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The Collegian

The Student News Site of Tarrant County College

The Collegian

The Student News Site of Tarrant County College

The Collegian

Hidden garden brings beauty to campus life

Alex+Hoben%2FThe+Collegian%0ASE+history+professor+Bradley+Borougerdi+overlooks+the+aquaponics+garden.+It%E2%80%99s+located+in+the+back+corner+of+the+parking+lot+of+the+campus+along+with+rentable+plots.+
Alex Hoben/The Collegian SE history professor Bradley Borougerdi overlooks the aquaponics garden. It’s located in the back corner of the parking lot of the campus along with rentable plots.

Alex Hoben
photo editor

In the far corner of SE Campus is a secluded garden with an intricate circulation system that has cultivated and flourished with plantlife for years.

This garden features two major parts: the plots available for faculty and students to rent and an aquaponics garden maintained by SE history professor Bradley Borougerdi. The plots, while tended to by their respective renters, are under the administration of Laurie Ertle, an assistant biology professor on SE.

The SE Sustainability Committee — which promotes sustainable practices related to campus activities —- turned the area next to the pond outside of the ESCT building into a rentable space that can give back to the school. The garden was the first initiative the committee took, beginning with an abandoned field of land.

“There was a wooden, rickety broken-down fence,” Ertle said. “It went around three sides, not the other side. It was just wide open.”

Alex Hoben/The Collegian
SE student employee Sev Lohse tends to the aquaponics garden in the back corner of the SE parking lot.

The garden officially opened in 2016 with the above-ground plots prefilled with soil. For the past five years, it has been rented out to students and faculty for both professional and personal use.

“There are some people that have been the same people to rent for the past five years while there’s also been turnover,” Ertle said.

The garden is available for those who have rented a space, but Ertle was clear that not every student is allowed in. They must be enrolled in a course that incorporates the gardens through in-service learning or, if part of a club, must have signed a waiver with Student Activities clarifying they can enter.

Students are free to enjoy the outside area where there are benches to sit and watch the pond.

“It’s a good place to clear your head,” SE student Sev Lohse said.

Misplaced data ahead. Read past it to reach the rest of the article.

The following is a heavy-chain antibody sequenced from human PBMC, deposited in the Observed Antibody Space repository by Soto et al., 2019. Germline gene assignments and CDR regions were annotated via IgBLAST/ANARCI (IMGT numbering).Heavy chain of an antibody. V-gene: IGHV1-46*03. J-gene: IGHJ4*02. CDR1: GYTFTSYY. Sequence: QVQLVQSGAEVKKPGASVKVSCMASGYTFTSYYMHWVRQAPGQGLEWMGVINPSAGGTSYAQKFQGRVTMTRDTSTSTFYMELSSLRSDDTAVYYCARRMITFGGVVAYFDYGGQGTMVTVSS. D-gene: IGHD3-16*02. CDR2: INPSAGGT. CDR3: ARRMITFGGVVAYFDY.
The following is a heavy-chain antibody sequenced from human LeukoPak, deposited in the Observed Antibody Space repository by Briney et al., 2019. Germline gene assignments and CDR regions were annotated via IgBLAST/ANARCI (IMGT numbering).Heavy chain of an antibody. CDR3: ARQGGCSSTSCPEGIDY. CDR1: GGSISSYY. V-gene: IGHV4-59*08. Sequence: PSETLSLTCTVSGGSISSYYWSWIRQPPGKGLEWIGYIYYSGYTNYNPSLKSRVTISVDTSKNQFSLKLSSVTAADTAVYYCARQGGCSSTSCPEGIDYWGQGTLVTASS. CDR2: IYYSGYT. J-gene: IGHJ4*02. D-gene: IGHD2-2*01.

Lohse is the only student employee for the aquaponics garden in front of the rentable plots doing daily checks of the plants and fish. He tends to the growing okra and herbs in the top level of the aquaponics structure while Borougerdi is the main authority on the circulation system.

Student employee Sev Lohse and History professor Bradley Borougerdi tend to the aquaponics garden.

“Aquaponics is the mixture of hydroponics and raising fish,” he said. “They go into each other.”

Borougerdi said the garden was a mutual cycle of turning the ammonia from the fish waste to nitrates, which are pumped into the rocks where the plants live. While larger systems can house catfish and tilapia the fish currently in the system are hardy goldfish.

Borougerdi and Ertle said they would like to see the project expanded further and have more student involvement. Next spring, they plan on having a learning community that combines BIOL. 1409 and HIST. 1302, which would heavily incorporate the gardens into the course structure. They hope to supply the cooking department with produce, creating a self-sustained system to supply curriculum.

“That’s the dream,” Borougerdi said. “To have this whole place covered in a greenhouse, to expand it.”

Lohse is experimenting with his own plants in the garden under permission from Borougerdi and has seen great progress in his gardening skills since being hired for the gardens.

“There’s a weird sort of pride that you feel coming in day after day and seeing how the plants evolve and grow, same with the fish,” Lohse said.

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